A bunch of years ago, I wrote a series of player capsules in which I attempted to rank the top 100 players in Cincinnati Reds history. Trying to balance career totals, peak quality, and consistency of performance, I made a list and have subsequently updated that list. The most current ranking is linked here. The next several days will provide my 2020 updates, including any “honorable mention” players (think top 250 or so). Any disagreements with the existing list or updates should be directed to Wick.
Major League Baseball has a long history with such remarkable continuity that it’s kind of jarring when there’s a break in the chain. We’ve had previous seasons end early due to world war, had seasons end early or start late due to labor/management conflicts, and now can add a global pandemic to the list of interrupters.
The National League began in 1876. Cincinnati fielded one of the inaugural teams, and the Red Stockings won just nine of their 65 games. Listen, honey. When you finish a 65 game season 42.5 games back of first place, that’s a pretty bad year. The next year, the NL housed only six teams and the Reds finished last again, with a 15-42 record.
One hundred forty three years later, the Reds played a regular season with just two more games than that ancient 1877 campaign. Only two seasons in the last 130 prior to 2020 saw fewer than 120 games. The point, simply, is that we just played Twitter-era baseball in Reconstruction-era quantities. It’s weird.
To the purposes of this post, 2020 creates a bit of a sticky problem for someone who likes to think and write about baseball history. In a heavily truncated season, there are two extreme viewpoints from which to process a player’s accomplishments:
1) The stats are what they are, with no effort made to extrapolate stats over the missing 102 games of the 2020 season.
2) Multiply each player’s stats by 2.7, so as to approximate his value over a typical full season.
Both are inherently problematic when trying to create links across history. In 2019, Anthony Desclafani pitched 166 innings with a 3.89 ERA (120 ERA+). Pretty good season overall, good for 2.7 bWAR. In 2020, Trevor Bauer was arguably the best pitcher in the National League, with a 1.73 ERA (276 ERA+) over 73 innings. That’s the 6th most innings pitched in the NL in 2020, by the way. His bWAR was…also 2.7.
So were Disco ’19 and Bauer ’20 of equal value, in terms of pushing their respective teams towards a pennant? Clearly not. But how comfortable are you with rewarding Bauer with the equivalent of a 7+ WAR (i.e., better than Johnny Cueto’s sublime 2014 season)? In my opinion, we should be conservative when it comes to rewarding players credit for games that never happened. My personal solution is to split the difference, extrapolating stats to halfway between the actual season and a theoretical full season. For 2020, that means assuming a 111 game season, or roughly double what each player’s raw ledger shows for the season. It’s not perfect, but neither is any other solution to this question.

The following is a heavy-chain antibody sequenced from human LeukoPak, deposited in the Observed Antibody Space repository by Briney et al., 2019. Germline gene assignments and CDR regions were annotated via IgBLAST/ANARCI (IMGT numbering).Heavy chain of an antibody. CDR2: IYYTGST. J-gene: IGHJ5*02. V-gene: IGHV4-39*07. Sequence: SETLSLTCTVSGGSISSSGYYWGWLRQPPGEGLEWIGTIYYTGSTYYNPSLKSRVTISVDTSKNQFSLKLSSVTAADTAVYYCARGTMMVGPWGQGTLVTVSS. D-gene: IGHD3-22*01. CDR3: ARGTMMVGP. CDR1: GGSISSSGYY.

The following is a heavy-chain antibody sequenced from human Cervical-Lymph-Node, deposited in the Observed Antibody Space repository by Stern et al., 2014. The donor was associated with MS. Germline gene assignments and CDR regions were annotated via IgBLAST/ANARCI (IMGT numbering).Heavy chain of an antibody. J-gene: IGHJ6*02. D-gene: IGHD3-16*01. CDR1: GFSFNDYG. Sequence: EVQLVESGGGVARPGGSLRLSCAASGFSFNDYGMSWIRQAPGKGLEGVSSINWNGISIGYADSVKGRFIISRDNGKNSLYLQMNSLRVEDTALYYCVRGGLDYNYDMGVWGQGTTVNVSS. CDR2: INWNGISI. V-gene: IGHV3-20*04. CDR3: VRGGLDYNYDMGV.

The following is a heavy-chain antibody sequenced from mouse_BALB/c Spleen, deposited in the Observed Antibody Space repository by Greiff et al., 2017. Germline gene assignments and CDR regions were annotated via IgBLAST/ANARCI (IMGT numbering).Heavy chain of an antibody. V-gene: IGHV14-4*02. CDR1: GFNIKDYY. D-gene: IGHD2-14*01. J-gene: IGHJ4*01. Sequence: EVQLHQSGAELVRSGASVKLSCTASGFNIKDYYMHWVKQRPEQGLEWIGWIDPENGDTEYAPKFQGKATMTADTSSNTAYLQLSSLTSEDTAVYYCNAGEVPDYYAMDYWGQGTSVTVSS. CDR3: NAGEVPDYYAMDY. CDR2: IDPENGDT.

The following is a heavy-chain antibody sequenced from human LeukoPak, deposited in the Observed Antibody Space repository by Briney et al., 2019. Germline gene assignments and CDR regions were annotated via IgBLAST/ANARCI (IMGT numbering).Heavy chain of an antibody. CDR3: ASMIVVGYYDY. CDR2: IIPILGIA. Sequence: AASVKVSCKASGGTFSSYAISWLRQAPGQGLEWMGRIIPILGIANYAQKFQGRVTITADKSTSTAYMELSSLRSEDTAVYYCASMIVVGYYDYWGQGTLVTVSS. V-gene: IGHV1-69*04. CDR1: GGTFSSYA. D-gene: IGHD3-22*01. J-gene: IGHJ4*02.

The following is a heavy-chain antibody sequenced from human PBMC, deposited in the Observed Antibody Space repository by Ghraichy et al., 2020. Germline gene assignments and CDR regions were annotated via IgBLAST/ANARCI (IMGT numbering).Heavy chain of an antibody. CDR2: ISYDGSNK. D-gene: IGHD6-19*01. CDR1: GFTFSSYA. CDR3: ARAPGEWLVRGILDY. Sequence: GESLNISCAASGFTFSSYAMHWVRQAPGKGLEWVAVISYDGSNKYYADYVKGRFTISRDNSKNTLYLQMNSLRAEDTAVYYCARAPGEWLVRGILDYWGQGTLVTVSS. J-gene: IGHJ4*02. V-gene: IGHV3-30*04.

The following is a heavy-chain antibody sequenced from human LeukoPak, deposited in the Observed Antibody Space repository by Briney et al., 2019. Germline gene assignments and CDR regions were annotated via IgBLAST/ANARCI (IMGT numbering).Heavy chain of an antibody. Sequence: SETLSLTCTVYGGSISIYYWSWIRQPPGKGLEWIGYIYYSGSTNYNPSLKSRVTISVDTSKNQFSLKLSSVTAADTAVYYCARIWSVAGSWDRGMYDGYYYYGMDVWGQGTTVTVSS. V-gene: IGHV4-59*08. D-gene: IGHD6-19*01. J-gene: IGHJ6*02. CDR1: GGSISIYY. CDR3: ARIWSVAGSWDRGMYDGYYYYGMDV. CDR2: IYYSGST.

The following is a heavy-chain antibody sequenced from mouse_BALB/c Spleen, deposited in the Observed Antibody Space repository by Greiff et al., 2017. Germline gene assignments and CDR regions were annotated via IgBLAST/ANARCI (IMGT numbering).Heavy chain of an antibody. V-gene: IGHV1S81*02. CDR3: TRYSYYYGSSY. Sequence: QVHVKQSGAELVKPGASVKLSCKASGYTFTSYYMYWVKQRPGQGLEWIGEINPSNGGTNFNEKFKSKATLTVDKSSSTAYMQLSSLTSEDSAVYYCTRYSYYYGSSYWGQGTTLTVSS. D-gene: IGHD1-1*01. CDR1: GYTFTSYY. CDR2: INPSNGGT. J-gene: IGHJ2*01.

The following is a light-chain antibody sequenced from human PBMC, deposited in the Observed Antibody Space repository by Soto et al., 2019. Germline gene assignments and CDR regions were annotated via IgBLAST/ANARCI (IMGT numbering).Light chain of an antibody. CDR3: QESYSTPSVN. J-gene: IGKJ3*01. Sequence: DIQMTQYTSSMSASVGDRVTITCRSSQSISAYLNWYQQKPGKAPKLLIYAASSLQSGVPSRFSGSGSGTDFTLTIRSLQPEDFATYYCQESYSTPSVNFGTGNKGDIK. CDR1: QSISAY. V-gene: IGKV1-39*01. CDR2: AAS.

Luis Castillo demonstrates this statistical pickle quite well. 2020 was his best season on a rate basis (148 ERA), and his worst season on a bWAR basis. The aforementioned partial extrapolation helps correct for some of this discrepancy.
The story on Castillo’s 2020 season is pretty simple, honestly. He traded homeruns (fewer homeruns on a rate basis than previously in his career) for doubles (allowing more doubles per at-bat than ever before). There’s some real gains at work: La Piedra has undergone the requisite strikeout rate increase that’s pervading the baseball universe. And he’s inducing more groundballs than ever before. His HR/FB rate, however, dropped to such a low rate that one supposes it was probably unsustainable over a full season.
Luis Castillo: Pre 2020 vs. 2020
But yet. Maybe. Castillo definitely threw a sinker more in 2020 than ever before, with his fastball seeing the largest reduction in usage. To my eyes, that accompanied a faster fastball than Castillo had previously thrown. If he can consistently profile as a groundball pitcher who can casually hit 98 with a 4-seamer to keep hitters honest…well, there are good times ahead.
As a mostly irrelevant aside, I’m not a fan of the designated hitter and definitely don’t advocate for its permanent residence in the National League, even if the hometown club is generally well positioned to take advantage. I don’t have any particularly strong reasoning against the DH…I just like for there to be an actual problem being addressed if a structural change is implemented. All that said, I never once in 2020 got even a little bit sentimental about the absence of a Luis Castillo plate appearance.
Over four seasons with the Reds, Luis Castillo is 32-33, with a 3.62 ERA (124 ERA+) over 519.7 innings, recording 578 strikeouts and 423 hits allowed. He debuts on the all-time player list at #232.